Though, net interest income isn’t the firm’s crown jewel. Monzo makes the bulk of its revenue through fees and commission charges, which grew by 43.9% to £42.3m in 2021.
When Monzo customers use their cards abroad, the firm benefits from charging a premium on the exchange rate. International spending was relatively dull in 2021 with lockdowns, costly testing and passenger locator form faffs making travel a little less appealing than usual.
But Monzo’s Anil insists the tides will turn and they’ll be able to grow that revenue stream in the years to come.
He says the firm is on course to become “profitable on an ongoing basis in 2022”. But that’s no guarantee, and will depend on Monzo making more revenue from existing customers to ultimately boost its top line.
Since Monzo’s not yet profitable (as of publication in June 2022), the firm could decide to push out its IPO until that changes.
While lack of profitability isn’t uncommon among companies in growth mode, profits sure can make for a prettier press release and prospectus.
*Starling reports this figure for a 16 month period. Sources: Monzo, Starling, Revolut.
In fairness, Monzo’s not the only challenger bank without profit to report. While its after-tax loss is significantly larger than Starling’s, it’s still slimmer than Revolut’s. Though, Starling is likely a much closer competitor than Revolut.
That’s because Revolut’s cast a much wider net compared to its UK-only competitors. Revolut’s services are available in the US, EEA and Switzerland. So it has a much larger customer base. Though size isn’t everything, and even with nearly seven times Starling’s clients, Revolut’s customer deposits are still 26.7% lower.
What’s clear is that, although these firms might appear to bear many similarities, their business models vary.
For now, Monzo seems much more focused on growing customer deposits as opposed to its lending division. Meanwhile, loans appear to be a much more important revenue stream for Starling.
Understanding Monzo’s business model can be a useful tool for interpreting its valuation. After all, a company’s valuation should offer investors information about how a business runs today and what to expect for its future. It’s one of the best ways to predict the return you could earn on an investment.
Without a proper valuation, it’s tough to know whether the share price you’re buying in at is a good or accurate price.
When a company’s still private, its valuation usually comes from when it’s seeking funding from private equity (PE) and venture capital (VC).
Source: Monzo, Starling, Revolut and Crunchbase.
Of these digital banks’ valuations, Revolut clearly boasts the biggest valuation of the bunch.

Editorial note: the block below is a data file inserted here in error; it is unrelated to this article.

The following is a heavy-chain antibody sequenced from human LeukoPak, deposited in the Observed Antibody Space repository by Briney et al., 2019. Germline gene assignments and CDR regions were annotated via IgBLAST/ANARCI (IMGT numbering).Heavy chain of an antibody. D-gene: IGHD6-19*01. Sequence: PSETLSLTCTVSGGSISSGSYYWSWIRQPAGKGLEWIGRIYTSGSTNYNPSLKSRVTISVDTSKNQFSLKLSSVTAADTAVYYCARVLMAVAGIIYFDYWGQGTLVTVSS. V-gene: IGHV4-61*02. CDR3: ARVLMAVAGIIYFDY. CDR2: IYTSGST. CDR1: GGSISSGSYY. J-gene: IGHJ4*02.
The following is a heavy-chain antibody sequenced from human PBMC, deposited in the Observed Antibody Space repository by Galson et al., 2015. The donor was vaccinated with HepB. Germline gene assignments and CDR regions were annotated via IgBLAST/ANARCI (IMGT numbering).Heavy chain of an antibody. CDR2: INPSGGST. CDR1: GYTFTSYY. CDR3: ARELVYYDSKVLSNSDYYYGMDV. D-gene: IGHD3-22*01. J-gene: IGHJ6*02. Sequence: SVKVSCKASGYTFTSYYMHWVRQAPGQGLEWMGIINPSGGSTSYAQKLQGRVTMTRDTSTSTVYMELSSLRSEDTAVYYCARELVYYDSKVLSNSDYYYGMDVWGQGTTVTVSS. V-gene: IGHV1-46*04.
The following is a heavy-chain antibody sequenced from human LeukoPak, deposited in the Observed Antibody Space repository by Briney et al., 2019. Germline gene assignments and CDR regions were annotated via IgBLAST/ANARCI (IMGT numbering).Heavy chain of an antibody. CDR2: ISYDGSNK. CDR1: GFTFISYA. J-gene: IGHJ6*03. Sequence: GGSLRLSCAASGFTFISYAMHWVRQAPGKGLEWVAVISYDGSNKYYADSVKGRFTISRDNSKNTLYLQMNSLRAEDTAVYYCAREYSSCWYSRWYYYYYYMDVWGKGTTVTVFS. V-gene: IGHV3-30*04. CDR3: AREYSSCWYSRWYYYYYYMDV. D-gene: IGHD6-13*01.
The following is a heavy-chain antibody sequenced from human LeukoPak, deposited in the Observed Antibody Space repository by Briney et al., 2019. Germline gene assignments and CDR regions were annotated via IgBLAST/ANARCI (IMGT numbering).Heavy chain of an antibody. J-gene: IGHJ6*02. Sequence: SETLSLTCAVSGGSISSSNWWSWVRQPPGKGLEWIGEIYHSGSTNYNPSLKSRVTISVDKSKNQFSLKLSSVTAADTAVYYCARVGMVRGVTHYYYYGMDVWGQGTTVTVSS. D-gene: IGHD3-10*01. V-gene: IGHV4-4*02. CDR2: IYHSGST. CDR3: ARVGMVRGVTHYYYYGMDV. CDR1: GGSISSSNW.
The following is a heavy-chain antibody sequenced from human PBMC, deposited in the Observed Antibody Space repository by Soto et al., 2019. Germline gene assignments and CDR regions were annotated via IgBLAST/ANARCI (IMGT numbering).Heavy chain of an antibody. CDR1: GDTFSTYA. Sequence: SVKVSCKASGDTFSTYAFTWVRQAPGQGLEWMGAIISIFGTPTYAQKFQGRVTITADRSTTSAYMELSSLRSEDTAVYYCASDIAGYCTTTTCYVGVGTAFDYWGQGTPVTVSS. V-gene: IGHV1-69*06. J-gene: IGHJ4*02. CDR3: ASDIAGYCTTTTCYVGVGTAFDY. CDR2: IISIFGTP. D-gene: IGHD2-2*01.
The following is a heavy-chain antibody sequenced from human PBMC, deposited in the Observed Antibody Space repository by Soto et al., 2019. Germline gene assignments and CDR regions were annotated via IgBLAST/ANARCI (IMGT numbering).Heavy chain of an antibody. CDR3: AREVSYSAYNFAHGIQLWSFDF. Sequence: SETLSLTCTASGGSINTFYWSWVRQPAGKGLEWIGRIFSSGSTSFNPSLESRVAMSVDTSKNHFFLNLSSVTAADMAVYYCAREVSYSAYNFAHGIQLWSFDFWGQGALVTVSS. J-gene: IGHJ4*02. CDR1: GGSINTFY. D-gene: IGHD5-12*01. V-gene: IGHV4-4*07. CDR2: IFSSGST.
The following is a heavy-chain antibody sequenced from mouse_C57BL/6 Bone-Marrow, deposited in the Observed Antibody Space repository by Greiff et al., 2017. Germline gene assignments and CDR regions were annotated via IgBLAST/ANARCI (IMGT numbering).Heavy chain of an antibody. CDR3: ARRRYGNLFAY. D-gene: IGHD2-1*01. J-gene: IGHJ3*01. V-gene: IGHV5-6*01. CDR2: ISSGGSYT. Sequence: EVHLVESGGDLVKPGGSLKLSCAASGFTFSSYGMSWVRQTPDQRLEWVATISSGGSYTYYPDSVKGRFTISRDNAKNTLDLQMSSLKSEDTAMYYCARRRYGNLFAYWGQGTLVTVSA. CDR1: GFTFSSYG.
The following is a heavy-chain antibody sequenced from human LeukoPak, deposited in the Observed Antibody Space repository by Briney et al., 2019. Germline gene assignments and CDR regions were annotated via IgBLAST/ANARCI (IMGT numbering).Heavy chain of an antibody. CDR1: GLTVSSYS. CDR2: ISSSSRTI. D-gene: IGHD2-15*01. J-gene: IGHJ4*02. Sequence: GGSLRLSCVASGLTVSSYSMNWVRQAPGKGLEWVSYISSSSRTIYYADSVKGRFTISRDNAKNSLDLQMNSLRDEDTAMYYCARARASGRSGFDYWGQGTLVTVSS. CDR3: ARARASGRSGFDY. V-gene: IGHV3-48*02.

But as we’ve seen, it’s not an apples to apples comparison, and Monzo and Starling are a closer set of competitors. When comparing the two, Monzo has more than doubled Starling’s funding rounds and its valuation as well.
While private valuations can provide useful insights, they won’t necessarily be used to price shares if a firm goes to market. That’s because a private firm’s valuation comes from raising money through PE and VC, and the people behind these valuations have a massive influence over what that number looks like.
When a company goes public, it wants to get the highest valuation possible. That way it can raise more money while selling less of its stock.
The investment banks that underwrite the process also benefit from their clients garnering a big valuation. The bigger the IPO, the bigger profit these banks walk away with. Case in point, JPMorgan and Goldman Sachs made record-high revenues during 2021’s IPO boom.
It’s a big reason why, when companies IPO, the share price doesn’t always indicate the value you’ll get.
That’s why recently IPO’d firms tend to have massively fluctuating share prices. After an IPO, the market reacts rapidly to any new information and the newly available stock tends to move around a lot.
How a company’s share price performs on its first day, week and month could vary greatly. So giving yourself additional time to assess an investment before you jump in might be a wiser way to determine the best strategy for meeting your personal financial goals.
Let’s say you decide you want to invest in Monzo after a careful assessment of the firm’s investment case alongside your own investing goals. Even though Monzo is still a private firm (meaning its shares aren’t available on a public stock exchange) you still might be able to invest.
For instance, you might be able to buy shares off early investors and employees who are looking to sell their shares in turn.